Jeff hopes the story of his father’s discovery, after so many years, will let other families of missing people know there is a possibility, however slim, that their loved ones may eventually be found.
“I really feel blessed that I know in my lifetime what happened to him,” he said. “I’d given up hope of ever finding out.”
Jeff carries reminders of his mother and father everywhere he goes. Tattooed on his right upper arm is a portrait of his father with the Green Day song title, “Wake Me Up When September Ends” arcing above and below. The song was written by musician Billie Joe Armstrong following his father’s September death when he was 10 years old.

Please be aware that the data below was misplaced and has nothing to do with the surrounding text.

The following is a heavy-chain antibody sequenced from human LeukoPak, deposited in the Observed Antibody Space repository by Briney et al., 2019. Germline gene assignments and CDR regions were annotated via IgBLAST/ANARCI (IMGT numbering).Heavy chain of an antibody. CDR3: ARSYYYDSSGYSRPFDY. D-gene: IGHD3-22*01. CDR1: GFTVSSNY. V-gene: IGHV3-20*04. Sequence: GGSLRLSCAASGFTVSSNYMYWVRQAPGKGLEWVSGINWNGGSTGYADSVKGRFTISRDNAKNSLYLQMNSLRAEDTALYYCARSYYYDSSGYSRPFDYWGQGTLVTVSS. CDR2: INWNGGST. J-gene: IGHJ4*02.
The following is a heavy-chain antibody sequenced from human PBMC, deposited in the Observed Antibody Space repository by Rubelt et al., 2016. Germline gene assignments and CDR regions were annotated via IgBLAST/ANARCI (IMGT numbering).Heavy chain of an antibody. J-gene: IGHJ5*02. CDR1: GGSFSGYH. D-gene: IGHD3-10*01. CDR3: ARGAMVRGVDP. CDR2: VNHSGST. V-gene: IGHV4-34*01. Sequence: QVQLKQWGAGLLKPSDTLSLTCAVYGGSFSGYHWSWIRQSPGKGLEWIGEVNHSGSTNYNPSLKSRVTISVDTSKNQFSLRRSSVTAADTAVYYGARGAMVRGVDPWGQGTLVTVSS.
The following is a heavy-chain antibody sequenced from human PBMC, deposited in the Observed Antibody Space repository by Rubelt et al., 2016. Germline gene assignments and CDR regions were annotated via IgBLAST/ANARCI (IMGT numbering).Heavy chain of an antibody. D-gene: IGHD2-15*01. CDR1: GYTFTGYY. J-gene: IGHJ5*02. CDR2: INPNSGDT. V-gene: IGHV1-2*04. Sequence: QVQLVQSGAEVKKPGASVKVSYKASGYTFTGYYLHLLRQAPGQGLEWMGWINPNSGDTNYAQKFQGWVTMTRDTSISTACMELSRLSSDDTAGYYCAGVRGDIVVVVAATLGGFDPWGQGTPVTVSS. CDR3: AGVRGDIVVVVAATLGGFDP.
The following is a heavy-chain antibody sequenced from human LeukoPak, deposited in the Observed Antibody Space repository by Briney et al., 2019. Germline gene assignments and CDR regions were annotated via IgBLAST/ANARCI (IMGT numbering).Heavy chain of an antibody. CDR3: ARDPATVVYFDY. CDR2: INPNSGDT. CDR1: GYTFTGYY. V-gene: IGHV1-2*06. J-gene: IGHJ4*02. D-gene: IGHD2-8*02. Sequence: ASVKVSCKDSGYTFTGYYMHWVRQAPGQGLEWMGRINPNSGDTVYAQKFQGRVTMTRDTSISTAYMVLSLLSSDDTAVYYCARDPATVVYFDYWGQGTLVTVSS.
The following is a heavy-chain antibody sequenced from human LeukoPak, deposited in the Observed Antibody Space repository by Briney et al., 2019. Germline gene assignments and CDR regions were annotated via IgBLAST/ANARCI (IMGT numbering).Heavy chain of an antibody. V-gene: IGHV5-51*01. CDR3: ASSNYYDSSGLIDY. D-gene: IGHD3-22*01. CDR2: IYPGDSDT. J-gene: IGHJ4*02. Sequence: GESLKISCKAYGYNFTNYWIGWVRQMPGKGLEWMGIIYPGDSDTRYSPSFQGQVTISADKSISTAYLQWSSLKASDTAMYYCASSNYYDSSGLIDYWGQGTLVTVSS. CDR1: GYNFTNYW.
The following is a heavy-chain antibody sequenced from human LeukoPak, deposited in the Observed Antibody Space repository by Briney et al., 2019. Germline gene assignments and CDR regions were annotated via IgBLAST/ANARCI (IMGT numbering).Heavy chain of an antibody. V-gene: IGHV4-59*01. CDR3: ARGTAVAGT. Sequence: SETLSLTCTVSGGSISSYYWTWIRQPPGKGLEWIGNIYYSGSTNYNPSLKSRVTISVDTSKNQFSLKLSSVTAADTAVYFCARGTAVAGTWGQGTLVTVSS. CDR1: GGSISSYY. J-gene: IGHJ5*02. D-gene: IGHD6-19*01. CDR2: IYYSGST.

Below the portrait are the dates Raymond disappeared, his birthday and Jeff’s birthday. Jeff’s son, Ryan, of Bombshell Tattoo, inked the memorial. On Jeff’s left upper arm is a portrait of his mother, Betty. Together the parents frame their son, a survivor of heartbreak, a man who has risen above troublesome circumstances.
Loss of a loved one affects everyone differently. For Jeff, one thing his father’s disappearance underscored for him was safety in the outdoors.
“When I grew up, I hunted quite a bit,” he said. “And I was always super careful, made sure of my bearings, because I knew something happened to him that he couldn’t control.
“So I taught my boys don’t take any risks, don’t take any chances.”
In the back of his mind, as Jeff hiked in the Gravelly Mountains while elk hunting, his father’s disappearance unconsciously nagged at him. He didn’t want to vanish and leave his sons with unanswered questions.
“That was foremost in my mind, to not repeat history for my kids.”